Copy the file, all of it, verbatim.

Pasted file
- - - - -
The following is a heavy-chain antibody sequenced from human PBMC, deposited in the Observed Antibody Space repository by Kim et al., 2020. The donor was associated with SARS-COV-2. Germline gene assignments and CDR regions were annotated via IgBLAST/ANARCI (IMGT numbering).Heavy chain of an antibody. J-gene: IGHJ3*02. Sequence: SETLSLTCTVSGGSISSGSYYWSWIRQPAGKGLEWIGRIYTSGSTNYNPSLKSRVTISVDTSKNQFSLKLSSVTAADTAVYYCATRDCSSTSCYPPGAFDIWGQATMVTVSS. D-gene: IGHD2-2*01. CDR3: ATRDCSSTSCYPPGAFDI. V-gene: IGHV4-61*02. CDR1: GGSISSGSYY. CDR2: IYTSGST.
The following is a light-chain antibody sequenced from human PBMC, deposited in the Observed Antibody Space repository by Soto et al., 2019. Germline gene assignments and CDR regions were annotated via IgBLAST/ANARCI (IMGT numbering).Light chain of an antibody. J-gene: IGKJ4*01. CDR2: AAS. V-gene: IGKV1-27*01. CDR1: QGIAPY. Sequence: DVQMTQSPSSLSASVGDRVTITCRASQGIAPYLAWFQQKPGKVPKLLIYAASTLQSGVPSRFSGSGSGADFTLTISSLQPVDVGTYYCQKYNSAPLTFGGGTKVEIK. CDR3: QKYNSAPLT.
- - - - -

The following is a heavy-chain antibody sequenced from human PBMC, deposited in the Observed Antibody Space repository by Kim et al., 2020. The donor was associated with SARS-COV-2. Germline gene assignments and CDR regions were annotated via IgBLAST/ANARCI (IMGT numbering).Heavy chain of an antibody. J-gene: IGHJ3*02. Sequence: SETLSLTCTVSGGSISSGSYYWSWIRQPAGKGLEWIGRIYTSGSTNYNPSLKSRVTISVDTSKNQFSLKLSSVTAADTAVYYCATRDCSSTSCYPPGAFDIWGQATMVTVSS. D-gene: IGHD2-2*01. CDR3: ATRDCSSTSCYPPGAFDI. V-gene: IGHV4-61*02. CDR1: GGSISSGSYY. CDR2: IYTSGST.
The following is a light-chain antibody sequenced from human PBMC, deposited in the Observed Antibody Space repository by Soto et al., 2019. Germline gene assignments and CDR regions were annotated via IgBLAST/ANARCI (IMGT numbering).Light chain of an antibody. J-gene: IGKJ4*01. CDR2: AAS. V-gene: IGKV1-27*01. CDR1: QGIAPY. Sequence: DVQMTQSPSSLSASVGDRVTITCRASQGIAPYLAWFQQKPGKVPKLLIYAASTLQSGVPSRFSGSGSGADFTLTISSLQPVDVGTYYCQKYNSAPLTFGGGTKVEIK. CDR3: QKYNSAPLT.